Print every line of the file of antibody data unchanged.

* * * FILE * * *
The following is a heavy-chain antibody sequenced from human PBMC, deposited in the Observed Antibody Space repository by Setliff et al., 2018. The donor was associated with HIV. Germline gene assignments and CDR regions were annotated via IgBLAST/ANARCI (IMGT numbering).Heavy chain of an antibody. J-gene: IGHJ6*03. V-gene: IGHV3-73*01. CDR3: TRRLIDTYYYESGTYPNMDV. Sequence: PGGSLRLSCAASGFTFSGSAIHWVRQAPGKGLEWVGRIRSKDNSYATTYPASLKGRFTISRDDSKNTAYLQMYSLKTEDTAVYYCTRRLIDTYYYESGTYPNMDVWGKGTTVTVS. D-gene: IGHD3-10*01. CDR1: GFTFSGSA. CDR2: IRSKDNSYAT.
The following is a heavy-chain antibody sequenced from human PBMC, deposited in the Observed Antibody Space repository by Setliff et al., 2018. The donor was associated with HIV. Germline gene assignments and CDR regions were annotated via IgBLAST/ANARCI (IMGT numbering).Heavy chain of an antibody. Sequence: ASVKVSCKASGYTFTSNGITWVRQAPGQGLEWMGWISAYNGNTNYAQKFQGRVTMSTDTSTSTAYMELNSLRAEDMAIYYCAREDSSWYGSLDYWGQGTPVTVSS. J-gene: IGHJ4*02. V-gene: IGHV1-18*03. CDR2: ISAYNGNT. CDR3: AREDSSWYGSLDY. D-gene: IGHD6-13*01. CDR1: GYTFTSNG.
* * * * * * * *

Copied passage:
The following is a heavy-chain antibody sequenced from human PBMC, deposited in the Observed Antibody Space repository by Setliff et al., 2018. The donor was associated with HIV. Germline gene assignments and CDR regions were annotated via IgBLAST/ANARCI (IMGT numbering).Heavy chain of an antibody. J-gene: IGHJ6*03. V-gene: IGHV3-73*01. CDR3: TRRLIDTYYYESGTYPNMDV. Sequence: PGGSLRLSCAASGFTFSGSAIHWVRQAPGKGLEWVGRIRSKDNSYATTYPASLKGRFTISRDDSKNTAYLQMYSLKTEDTAVYYCTRRLIDTYYYESGTYPNMDVWGKGTTVTVS. D-gene: IGHD3-10*01. CDR1: GFTFSGSA. CDR2: IRSKDNSYAT.
The following is a heavy-chain antibody sequenced from human PBMC, deposited in the Observed Antibody Space repository by Setliff et al., 2018. The donor was associated with HIV. Germline gene assignments and CDR regions were annotated via IgBLAST/ANARCI (IMGT numbering).Heavy chain of an antibody. Sequence: ASVKVSCKASGYTFTSNGITWVRQAPGQGLEWMGWISAYNGNTNYAQKFQGRVTMSTDTSTSTAYMELNSLRAEDMAIYYCAREDSSWYGSLDYWGQGTPVTVSS. J-gene: IGHJ4*02. V-gene: IGHV1-18*03. CDR2: ISAYNGNT. CDR3: AREDSSWYGSLDY. D-gene: IGHD6-13*01. CDR1: GYTFTSNG.